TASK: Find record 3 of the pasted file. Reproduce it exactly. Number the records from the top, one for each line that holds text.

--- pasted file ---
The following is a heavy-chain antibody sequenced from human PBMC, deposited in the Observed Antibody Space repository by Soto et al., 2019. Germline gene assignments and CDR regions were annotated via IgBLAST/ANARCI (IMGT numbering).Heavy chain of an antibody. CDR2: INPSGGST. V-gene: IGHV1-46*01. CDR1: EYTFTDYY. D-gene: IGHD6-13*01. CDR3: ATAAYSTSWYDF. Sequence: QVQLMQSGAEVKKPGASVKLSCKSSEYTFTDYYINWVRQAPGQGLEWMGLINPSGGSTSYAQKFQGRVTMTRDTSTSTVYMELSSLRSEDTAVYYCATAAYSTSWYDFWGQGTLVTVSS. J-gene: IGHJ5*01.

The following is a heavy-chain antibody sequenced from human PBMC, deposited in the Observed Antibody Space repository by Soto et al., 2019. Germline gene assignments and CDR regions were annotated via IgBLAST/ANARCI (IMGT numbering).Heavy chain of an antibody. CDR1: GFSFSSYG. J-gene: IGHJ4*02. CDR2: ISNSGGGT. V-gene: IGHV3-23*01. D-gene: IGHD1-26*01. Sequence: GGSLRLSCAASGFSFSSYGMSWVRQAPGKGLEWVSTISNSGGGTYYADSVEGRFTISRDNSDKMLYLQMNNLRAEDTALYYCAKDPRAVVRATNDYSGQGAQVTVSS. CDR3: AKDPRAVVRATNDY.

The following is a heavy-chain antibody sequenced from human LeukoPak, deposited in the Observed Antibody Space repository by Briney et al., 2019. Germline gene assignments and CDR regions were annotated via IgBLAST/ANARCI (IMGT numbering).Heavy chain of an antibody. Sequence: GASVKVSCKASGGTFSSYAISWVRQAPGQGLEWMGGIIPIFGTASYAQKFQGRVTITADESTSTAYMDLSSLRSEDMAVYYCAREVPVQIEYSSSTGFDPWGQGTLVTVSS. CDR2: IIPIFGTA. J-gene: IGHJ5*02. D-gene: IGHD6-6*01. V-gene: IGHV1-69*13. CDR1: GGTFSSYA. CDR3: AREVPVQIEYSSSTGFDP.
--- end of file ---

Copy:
The following is a heavy-chain antibody sequenced from human LeukoPak, deposited in the Observed Antibody Space repository by Briney et al., 2019. Germline gene assignments and CDR regions were annotated via IgBLAST/ANARCI (IMGT numbering).Heavy chain of an antibody. Sequence: GASVKVSCKASGGTFSSYAISWVRQAPGQGLEWMGGIIPIFGTASYAQKFQGRVTITADESTSTAYMDLSSLRSEDMAVYYCAREVPVQIEYSSSTGFDPWGQGTLVTVSS. CDR2: IIPIFGTA. J-gene: IGHJ5*02. D-gene: IGHD6-6*01. V-gene: IGHV1-69*13. CDR1: GGTFSSYA. CDR3: AREVPVQIEYSSSTGFDP.